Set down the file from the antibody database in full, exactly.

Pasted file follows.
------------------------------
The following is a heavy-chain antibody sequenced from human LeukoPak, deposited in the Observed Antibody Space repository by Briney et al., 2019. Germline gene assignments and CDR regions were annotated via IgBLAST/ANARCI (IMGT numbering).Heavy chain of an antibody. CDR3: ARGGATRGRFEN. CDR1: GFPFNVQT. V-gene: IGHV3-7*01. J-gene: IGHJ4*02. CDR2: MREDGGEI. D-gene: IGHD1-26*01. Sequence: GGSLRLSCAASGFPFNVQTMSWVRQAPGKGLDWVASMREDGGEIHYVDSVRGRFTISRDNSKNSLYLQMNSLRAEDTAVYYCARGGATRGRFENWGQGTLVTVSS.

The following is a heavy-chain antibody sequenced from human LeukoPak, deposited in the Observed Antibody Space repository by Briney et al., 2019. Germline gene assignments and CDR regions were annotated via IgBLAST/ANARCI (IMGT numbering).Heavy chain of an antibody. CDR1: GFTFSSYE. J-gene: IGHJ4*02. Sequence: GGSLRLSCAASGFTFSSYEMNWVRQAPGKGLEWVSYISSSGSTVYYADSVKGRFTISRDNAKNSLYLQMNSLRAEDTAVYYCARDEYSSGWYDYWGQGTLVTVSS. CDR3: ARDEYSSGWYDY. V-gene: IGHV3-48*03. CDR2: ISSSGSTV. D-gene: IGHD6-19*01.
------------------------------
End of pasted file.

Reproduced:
The following is a heavy-chain antibody sequenced from human LeukoPak, deposited in the Observed Antibody Space repository by Briney et al., 2019. Germline gene assignments and CDR regions were annotated via IgBLAST/ANARCI (IMGT numbering).Heavy chain of an antibody. CDR3: ARGGATRGRFEN. CDR1: GFPFNVQT. V-gene: IGHV3-7*01. J-gene: IGHJ4*02. CDR2: MREDGGEI. D-gene: IGHD1-26*01. Sequence: GGSLRLSCAASGFPFNVQTMSWVRQAPGKGLDWVASMREDGGEIHYVDSVRGRFTISRDNSKNSLYLQMNSLRAEDTAVYYCARGGATRGRFENWGQGTLVTVSS.

The following is a heavy-chain antibody sequenced from human LeukoPak, deposited in the Observed Antibody Space repository by Briney et al., 2019. Germline gene assignments and CDR regions were annotated via IgBLAST/ANARCI (IMGT numbering).Heavy chain of an antibody. CDR1: GFTFSSYE. J-gene: IGHJ4*02. Sequence: GGSLRLSCAASGFTFSSYEMNWVRQAPGKGLEWVSYISSSGSTVYYADSVKGRFTISRDNAKNSLYLQMNSLRAEDTAVYYCARDEYSSGWYDYWGQGTLVTVSS. CDR3: ARDEYSSGWYDY. V-gene: IGHV3-48*03. CDR2: ISSSGSTV. D-gene: IGHD6-19*01.